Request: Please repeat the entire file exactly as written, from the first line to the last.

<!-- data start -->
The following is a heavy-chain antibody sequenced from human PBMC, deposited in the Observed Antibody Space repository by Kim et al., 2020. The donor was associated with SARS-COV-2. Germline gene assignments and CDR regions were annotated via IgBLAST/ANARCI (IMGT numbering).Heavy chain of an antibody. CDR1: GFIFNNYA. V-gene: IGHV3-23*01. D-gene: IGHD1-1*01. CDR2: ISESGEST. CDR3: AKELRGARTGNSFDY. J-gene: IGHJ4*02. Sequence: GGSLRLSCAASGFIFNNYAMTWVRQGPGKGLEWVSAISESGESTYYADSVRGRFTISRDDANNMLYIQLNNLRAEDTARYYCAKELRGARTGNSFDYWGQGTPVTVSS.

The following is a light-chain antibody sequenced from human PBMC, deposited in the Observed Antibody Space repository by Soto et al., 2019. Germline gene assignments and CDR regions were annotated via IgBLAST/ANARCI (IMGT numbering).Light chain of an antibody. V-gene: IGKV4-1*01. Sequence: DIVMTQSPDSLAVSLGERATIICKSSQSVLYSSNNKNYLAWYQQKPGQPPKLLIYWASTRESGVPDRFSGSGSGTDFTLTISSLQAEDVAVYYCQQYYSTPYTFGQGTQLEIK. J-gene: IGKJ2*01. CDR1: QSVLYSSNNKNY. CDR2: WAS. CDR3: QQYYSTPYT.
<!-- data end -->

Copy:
The following is a heavy-chain antibody sequenced from human PBMC, deposited in the Observed Antibody Space repository by Kim et al., 2020. The donor was associated with SARS-COV-2. Germline gene assignments and CDR regions were annotated via IgBLAST/ANARCI (IMGT numbering).Heavy chain of an antibody. CDR1: GFIFNNYA. V-gene: IGHV3-23*01. D-gene: IGHD1-1*01. CDR2: ISESGEST. CDR3: AKELRGARTGNSFDY. J-gene: IGHJ4*02. Sequence: GGSLRLSCAASGFIFNNYAMTWVRQGPGKGLEWVSAISESGESTYYADSVRGRFTISRDDANNMLYIQLNNLRAEDTARYYCAKELRGARTGNSFDYWGQGTPVTVSS.

The following is a light-chain antibody sequenced from human PBMC, deposited in the Observed Antibody Space repository by Soto et al., 2019. Germline gene assignments and CDR regions were annotated via IgBLAST/ANARCI (IMGT numbering).Light chain of an antibody. V-gene: IGKV4-1*01. Sequence: DIVMTQSPDSLAVSLGERATIICKSSQSVLYSSNNKNYLAWYQQKPGQPPKLLIYWASTRESGVPDRFSGSGSGTDFTLTISSLQAEDVAVYYCQQYYSTPYTFGQGTQLEIK. J-gene: IGKJ2*01. CDR1: QSVLYSSNNKNY. CDR2: WAS. CDR3: QQYYSTPYT.